‘Christ’s Church is not a building’: Immanuel, St. Charles, looks ahead after ceiling collapse

Posted by on Jun 11, 2018 in News | Comments Off on ‘Christ’s Church is not a building’: Immanuel, St. Charles, looks ahead after ceiling collapse

By Cheryl Magness

In the early morning hours of Tuesday, May 29, Immanuel Lutheran Church in St. Charles, Mo., experienced a devastating collapse of the entire baptismal side of its interior sanctuary ceiling facade.

The building was empty at the time, and no one was hurt. Some residents in the surrounding area reportedly felt a “rumble” at the time of the collapse.

The Rev. Scott Schmieding, senior pastor at Immanuel, is “especially thankful for God’s mercy that no one was present” in the building.

The Rev. Scott Schmieding, senior pastor at Immanuel Lutheran Church, St. Charles, Mo., surveys the church’s altar on Monday, June 4, 2018. The entire baptismal side of the sanctuary’s interior ceiling collapsed May 29 at 1.29 a.m. No one was injured in the collapse, and the altar was undamaged. (LCMS/Erik M. Lunsford)
The Rev. Scott Schmieding, senior pastor at Immanuel Lutheran Church, St. Charles, Mo., surveys the church’s altar on June 4. The entire baptismal side of the sanctuary’s interior ceiling collapsed May 29 at 1.29 a.m. No one was injured in the collapse, and the altar was undamaged. (LCMS/Erik M. Lunsford)

“Immanuel members are trusting in God to guide and provide as we move forward in faith to restore and rebuild,” he said. “This disaster is uniting God’s people at Immanuel and is an obvious reminder Christ’s Church is not a building, but is comprised of the ‘living stones’ of His chosen, baptized, forgiven people.”

The Immanuel sanctuary is one of the oldest buildings in St. Charles County. It was built in just over nine months in 1867 and dedicated the same year on the 350th anniversary of the Reformation. The congregation celebrated the building’s 150th anniversary on the 500th anniversary of the Reformation in 2017.

The cause of the ceiling collapse has not yet been identified, although Schmieding says the hymn “Abide With Me” (Lutheran Service Book 878) may provide a clue: “Change and decay in all around I see.”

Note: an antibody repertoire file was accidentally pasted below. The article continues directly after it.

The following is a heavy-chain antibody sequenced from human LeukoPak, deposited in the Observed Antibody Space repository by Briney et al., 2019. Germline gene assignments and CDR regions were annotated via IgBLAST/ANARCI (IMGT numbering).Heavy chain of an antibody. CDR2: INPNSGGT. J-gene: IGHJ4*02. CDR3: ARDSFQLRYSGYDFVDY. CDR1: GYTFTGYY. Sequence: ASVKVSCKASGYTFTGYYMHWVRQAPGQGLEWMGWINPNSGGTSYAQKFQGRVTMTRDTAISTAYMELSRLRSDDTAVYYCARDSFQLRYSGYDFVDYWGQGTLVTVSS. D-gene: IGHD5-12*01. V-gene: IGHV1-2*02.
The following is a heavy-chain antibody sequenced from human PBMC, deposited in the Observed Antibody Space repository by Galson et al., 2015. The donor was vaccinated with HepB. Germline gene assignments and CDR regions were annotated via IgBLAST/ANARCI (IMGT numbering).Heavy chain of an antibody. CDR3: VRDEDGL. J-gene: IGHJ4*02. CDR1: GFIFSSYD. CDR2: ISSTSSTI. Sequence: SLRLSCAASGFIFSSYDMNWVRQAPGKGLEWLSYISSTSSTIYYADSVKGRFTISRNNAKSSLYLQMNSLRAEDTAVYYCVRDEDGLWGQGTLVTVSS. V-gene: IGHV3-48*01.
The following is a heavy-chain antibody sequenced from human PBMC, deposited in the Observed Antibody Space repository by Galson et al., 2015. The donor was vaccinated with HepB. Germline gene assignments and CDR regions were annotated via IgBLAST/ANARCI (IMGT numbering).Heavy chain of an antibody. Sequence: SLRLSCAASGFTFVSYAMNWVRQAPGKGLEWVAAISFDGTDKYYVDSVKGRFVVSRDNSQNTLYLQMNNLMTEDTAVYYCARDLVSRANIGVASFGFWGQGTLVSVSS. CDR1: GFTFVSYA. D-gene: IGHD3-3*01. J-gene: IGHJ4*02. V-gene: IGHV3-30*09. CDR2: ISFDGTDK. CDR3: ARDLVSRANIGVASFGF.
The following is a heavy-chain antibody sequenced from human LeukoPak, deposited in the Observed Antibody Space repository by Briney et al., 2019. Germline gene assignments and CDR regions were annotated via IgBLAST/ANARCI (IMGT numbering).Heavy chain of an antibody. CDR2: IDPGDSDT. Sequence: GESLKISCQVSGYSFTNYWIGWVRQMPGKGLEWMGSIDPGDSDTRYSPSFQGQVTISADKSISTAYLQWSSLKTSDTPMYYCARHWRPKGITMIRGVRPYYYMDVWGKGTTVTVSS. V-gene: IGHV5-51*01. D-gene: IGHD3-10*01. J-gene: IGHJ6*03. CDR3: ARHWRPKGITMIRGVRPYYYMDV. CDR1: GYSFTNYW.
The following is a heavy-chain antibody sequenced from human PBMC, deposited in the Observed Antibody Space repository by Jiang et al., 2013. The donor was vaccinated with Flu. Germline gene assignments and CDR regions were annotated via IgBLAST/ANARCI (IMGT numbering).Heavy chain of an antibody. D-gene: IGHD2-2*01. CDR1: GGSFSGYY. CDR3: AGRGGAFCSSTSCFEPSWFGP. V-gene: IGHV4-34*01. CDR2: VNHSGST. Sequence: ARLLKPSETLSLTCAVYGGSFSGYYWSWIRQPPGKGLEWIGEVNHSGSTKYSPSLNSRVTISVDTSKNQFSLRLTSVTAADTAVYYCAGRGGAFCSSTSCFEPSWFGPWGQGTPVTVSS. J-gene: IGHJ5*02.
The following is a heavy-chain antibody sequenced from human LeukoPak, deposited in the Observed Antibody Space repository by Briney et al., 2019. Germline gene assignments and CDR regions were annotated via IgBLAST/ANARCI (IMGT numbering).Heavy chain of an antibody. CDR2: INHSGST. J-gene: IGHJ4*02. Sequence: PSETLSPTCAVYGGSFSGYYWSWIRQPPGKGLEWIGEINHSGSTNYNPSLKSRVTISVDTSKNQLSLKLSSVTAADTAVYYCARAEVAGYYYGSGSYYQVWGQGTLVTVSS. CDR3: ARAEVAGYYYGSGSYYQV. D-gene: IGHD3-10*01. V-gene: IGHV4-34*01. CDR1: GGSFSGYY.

An altar book at Immanuel, St. Charles, sits covered with dust following the collapse of the sanctuary’s ceiling. (LCMS/Erik M. Lunsford)








The process of filing an insurance claim has begun, but is still in the early stage.

“We are navigating the maze of daily consults with engineers, adjustors, attorneys, air-quality specialists, contractors and other experts as we develop a plan and timeline for rebuilding,” Schmieding told Reporter.  

The damage to the sanctuary and its contents was extensive and is expected to cost hundreds of thousands of dollars to repair.

The collapse destroyed pews, hymnals and other furnishings, as well as a 2015 Yamaha grand piano and a 29-rank, three-manual Wicks pipe organ installed in 1959. The altar was not harmed. 

Because the sanctuary is not currently usable and is not expected to be for quite some time, all worship services are currently being held in the church’s fellowship hall.

Asked about the outlook for rebuilding, Schmieding said the timeline is not yet known, “but we hope and pray … [it] will go faster than the remarkably short nine-month span it took to build it originally in 1867!”

Schmieding is encouraged by the outpouring of those who have expressed sympathy and concern about the ceiling collapse.

“Immanuel is experiencing God’s abundant blessings through the wonderful responses of other LCMS congregations, various Christian congregations, and countless people in greater St. Louis/St. Charles and around the nation through their encouragement, prayers and generosity,” Schmieding said.

An Immanuel Sanctuary Restoration Fund has been started at gofundme.com. Donations may also be mailed to Immanuel Lutheran Sanctuary Restoration, 115 South Sixth St., St. Charles, MO 63301.

Posted June 11, 2018

Source: LCMS News